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  • Home ›› Research
    Current Research
    Gas Liquid Microfluidics
    The historical trends of droplet-based microfluidics employ continuous phases that are more viscous than the discrete phase, such as oil-water. In an effort to increase droplet throughput and mixing rates, MTFL is actively developing and testing the next generation of gas-liquid microfluidic devices. Research efforts are focused on the two most critical tasks: droplet generation and mixing.

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    Optical Diagnostics
    MTFL has developed and integrated a novel droplet dynamics measurement technique that employs a single fluorophore laser-induced fluorescence, custom image processing, and statistical analysis for determining droplet volume, translation velocity, and frequency as well as monitoring and quantifying mixing in confined, high speed droplet collisions.

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    Capacitive Deionization (CDI)
    Our research objective is to understand the ionic transport and adsorption kinetics that occur in a CDI system to improve its overall performance and investigate other potential applications of electro-adsorption processes such as wastewater treatment and spent nuclear fuel reprocessing.

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    Advanced Thermo-Adsorptive Battery (ATB)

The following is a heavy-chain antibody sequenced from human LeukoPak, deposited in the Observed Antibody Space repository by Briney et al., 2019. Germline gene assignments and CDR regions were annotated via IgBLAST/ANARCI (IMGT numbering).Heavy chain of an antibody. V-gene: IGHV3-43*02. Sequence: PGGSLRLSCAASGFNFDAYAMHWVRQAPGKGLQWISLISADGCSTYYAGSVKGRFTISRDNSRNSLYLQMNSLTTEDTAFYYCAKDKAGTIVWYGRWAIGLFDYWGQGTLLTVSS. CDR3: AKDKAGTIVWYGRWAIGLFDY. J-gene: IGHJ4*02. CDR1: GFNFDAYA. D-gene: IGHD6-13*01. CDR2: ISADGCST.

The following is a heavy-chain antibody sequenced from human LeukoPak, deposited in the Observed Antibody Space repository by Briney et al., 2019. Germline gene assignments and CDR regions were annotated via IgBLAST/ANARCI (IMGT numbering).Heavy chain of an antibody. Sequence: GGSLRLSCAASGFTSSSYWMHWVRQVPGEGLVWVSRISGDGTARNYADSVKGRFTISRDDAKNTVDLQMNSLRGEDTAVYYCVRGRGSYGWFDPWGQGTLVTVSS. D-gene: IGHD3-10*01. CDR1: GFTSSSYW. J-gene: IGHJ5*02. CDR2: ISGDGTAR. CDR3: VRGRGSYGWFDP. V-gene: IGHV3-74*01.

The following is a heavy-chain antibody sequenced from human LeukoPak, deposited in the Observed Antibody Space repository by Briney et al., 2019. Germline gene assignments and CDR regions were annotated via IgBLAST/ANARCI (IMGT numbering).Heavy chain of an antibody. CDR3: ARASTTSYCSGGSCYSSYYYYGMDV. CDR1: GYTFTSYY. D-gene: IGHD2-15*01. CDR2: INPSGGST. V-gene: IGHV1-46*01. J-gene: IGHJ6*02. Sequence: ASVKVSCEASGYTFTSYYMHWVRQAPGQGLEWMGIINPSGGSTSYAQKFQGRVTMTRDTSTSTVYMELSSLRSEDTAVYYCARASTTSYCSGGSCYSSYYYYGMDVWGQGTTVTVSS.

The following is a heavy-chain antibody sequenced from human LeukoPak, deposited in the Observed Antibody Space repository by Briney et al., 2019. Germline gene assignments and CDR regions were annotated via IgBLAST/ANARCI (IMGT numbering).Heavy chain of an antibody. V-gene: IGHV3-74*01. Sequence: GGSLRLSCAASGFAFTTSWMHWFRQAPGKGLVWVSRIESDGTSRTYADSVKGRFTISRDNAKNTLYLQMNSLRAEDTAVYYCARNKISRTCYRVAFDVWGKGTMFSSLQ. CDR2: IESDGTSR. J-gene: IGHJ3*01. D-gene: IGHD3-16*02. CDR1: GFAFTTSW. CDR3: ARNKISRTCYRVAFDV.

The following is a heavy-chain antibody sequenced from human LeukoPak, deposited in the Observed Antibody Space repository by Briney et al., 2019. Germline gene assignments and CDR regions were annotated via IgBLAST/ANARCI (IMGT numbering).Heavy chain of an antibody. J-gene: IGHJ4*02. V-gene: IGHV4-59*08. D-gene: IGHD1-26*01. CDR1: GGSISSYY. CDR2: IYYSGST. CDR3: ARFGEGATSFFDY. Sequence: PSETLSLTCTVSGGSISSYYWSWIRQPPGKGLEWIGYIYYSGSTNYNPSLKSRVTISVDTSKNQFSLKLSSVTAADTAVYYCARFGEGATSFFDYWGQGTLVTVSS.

Working alongside collaborators at MIT, UC-Berkeley, and Ford Motor Company, MTFL researchers are designing and testing a compact, lightweight, and high-capacity novel adsorption cycle for electric vehicle (EV) cabin climate control with minimal battery drain.

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    Nanopolymeric Surface Characterization
    Thermoresponsive polymers can be used to change the wetting characteristics of a system treated with them under different heat loads. Researchers at MTFL are performing wetting characterization of Poly(N-isopropylacrylamide)(PNIPAM) treated surfaces under different conditions for use in self adjusting microelectronics cooling systems.

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    Friction Reduction
    Drag/friction reduction has been a key interest in reducing energy consumption for various applications. One method to reduce drag/friction is to render the surface of interest superhydrophobic. Our research goal on superhydrophobic surfaces is to understand how the friction reduction is affected by different pressures or thermal conditions.

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    Thermal Wick
    The thermal wick project aims to first understand the effect of micro-scale material geometries on capillary fluid flow and phase changes, then to develop microstructured wicking materials capable of dissipating at least 1 kW/cm2 for heat pipe applications.

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    Educational Lab Modules
    MTFL researchers are developing an educational module for use in the undergraduate Fluid Mechanics lab, ME130L. This module will educate students about the fundamentals of the conservation of mass through the use of epi-fluorescence microscopy, optical diagnostics through image processing, and PDMS T-junction microchannels.

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